3. I urge you to buy & download my expanded 2014 edition of this Electra Wrap love knot pattern from the DesigningVashti shop, or my Ravelry shop. It has a stitch diagram, how-to photos, and other details that help students in my love knot classes.

    A stitch diagram is essential for this design. Due to space limitations of printed magazines, the 2013 Electra pattern version is missing a stitch diagram and other helpful info. A stitch diagram reveals how simple the construction really is. It breaks the spell (those multiple visual illusions I’ve described above).

    Be sure to subscribe to my newsletter where I announce discount codes for new patterns and yarns. Get your feet wet with my three-part series on Love Knot basics and tweaks. (Link goes to the third in the series, and links to the first two are at the top of the entry.)

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    • October 23rd, 2014 by Vashti Braha

    Crochet Mobius Cowl Wearing Styles


    Simply add a mobius twist to an infinity scarf to multiply the ways it drapes.

    A crochet mobius cowl pattern adds an easy mobius twist to a crochet infinity scarf (a.k.a. long loop scarf). This instantly increases the stylish ways to wear it!

    Have a look at this image I created for the downloadable Starlooper Mobius Cowl crochet pattern. It’s a new design that I added to the shop yesterday. This montage of NINE images means I don’t have to pick just ONE wearing style to display.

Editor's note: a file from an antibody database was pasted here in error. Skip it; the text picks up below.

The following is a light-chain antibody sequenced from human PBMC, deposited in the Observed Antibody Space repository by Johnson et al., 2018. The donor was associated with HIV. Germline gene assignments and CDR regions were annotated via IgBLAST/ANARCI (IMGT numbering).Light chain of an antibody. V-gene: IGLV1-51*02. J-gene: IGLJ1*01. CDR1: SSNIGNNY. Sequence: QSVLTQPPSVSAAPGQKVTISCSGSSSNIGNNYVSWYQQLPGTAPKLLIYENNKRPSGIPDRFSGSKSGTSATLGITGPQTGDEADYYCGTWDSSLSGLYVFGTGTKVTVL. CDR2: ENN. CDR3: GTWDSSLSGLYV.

Starlooper Crochet Cowl Scarf: Directory of Styles (montage)

    If you had to pick only ONE of these nine images, which would it be?

    I love a good crochet mobius cowl pattern because it flatters the face and neck effortlessly, no matter how it settles on the shoulders. Plus, of course, they offer easy warmth. (Click here to see an early newsletter issue I wrote called “A Fever for Crocheting Cowls” LOL!)

    For Starlooper I used a special kind of crochet star stitch pattern. It’s naturally a bit offset, reversible, and has accordion-like pleats. It’s also fast, soft, and warm for fall. (Click here to see many more star stitches!)

    I’ve been learning ways to create draping montages like this image for years. Want to see earlier ones? Click here for Shakti Scarfythings and here for Undaria.

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    • September 27th, 2014 by Vashti Braha

    The Frostyflakes Crochet-Along Gallery of Winter Cheer!


    Almost all of these projects were crocheted with fingering weight yarns; several of them were Madeline Tosh yarn.

    What’s a “Frosty Flake”? Why, Frostyflakes is a way to crochet groups of harmless-ol’ double crochets in a gently increasing manner to a triangular point; then, gently decrease the frosty flakes to create the other end of a shallow triangular wrap. It’s addictive and it’s flexible because you can use any kind of yarn, any amount of yarn, and end up with something that looks fabulous several ways.

    The Frostyflakes Crochet Along has been a warm cheerful spot during this year’s extended winter-into-spring season. (It’s been cold and dim in Florida too.) The great thing about hosting a CAL in a Ravelry forum is that anyone can start eh same project at any time, and be able to refer to the discussion thread as if were taking place today. Discussion threads about projects have a wealth of information and inspiration. Please visit and join Vashti’s Crochet Lounge to see all the lovely projects and meet new friends!

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    • April 1st, 2014 by Vashti Braha